To this end, I was intrigued by both Interlingua and Lingua Franca Nova. However of late I have become much more interested in Papiamentu, given that it has many of the things that I like about the latter, with some degree of intelligibility for Spanish and Portuguese speakers. I wondered if, such a language could be used as a textual medium, one enabling us to communicate in literary form with other segments of the African world.

I am reminded of Ama Mazama’s translations of some African-centered works into French as being demonstrative of a need for deeper and broader engagement with communities fluent in French, Spanish, and Portuguese. The idea is that by using some interlanguage, one might find a much simplified means of communication short of learning what would otherwise be a complex language. Again, this was a consideration born of practicality, whereas ideally we would be centered in using African languages, most logically Swahili for such a task. But again, the issue of learnability must be addressed.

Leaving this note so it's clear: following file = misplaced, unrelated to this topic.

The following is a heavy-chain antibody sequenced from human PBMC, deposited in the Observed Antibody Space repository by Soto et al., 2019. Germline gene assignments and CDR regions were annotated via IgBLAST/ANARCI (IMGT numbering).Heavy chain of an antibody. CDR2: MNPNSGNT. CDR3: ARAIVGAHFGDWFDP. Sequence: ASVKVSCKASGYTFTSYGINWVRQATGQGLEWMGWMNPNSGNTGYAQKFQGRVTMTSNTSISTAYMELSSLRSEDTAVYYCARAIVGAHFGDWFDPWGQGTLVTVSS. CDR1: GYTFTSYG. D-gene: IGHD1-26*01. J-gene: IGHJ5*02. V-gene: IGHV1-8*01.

I do not consider learnability to be an insurmountable challenge. I look at what Native Hawaiians have done to revive their language. They have created a network of schools to create primary speakers of their ancestral tongue. Similarly, I think that we have to consider building supplementary schools focused explicitly on this problem–after-school programs, Saturday schools, rites-of-passage programs, study/conversation groups, and so forth including independent African-centered schools. My point is that if we are serious about solving the language problem, the solution will have to be institutionally-based.

Languages and revolution

One of the most interesting aspects of the revitalization of African languages among African Americans has been that these languages have been used as vehicles of revolutionary political, economic, and cultural discourse prior to having become institutionalized as daily means of mundane communication. Examples abound, such as ujamaa, sankɔfa, aṣe (axe in Brazil), Htp (Hotep), asante, abibifahodie, mAat (Maat), kujichagulia, and so forth. While these terms have entered the African American lexicon, they have become islands of African cultural practice in that most often we lack even a rudimentary fluency in the languages in question.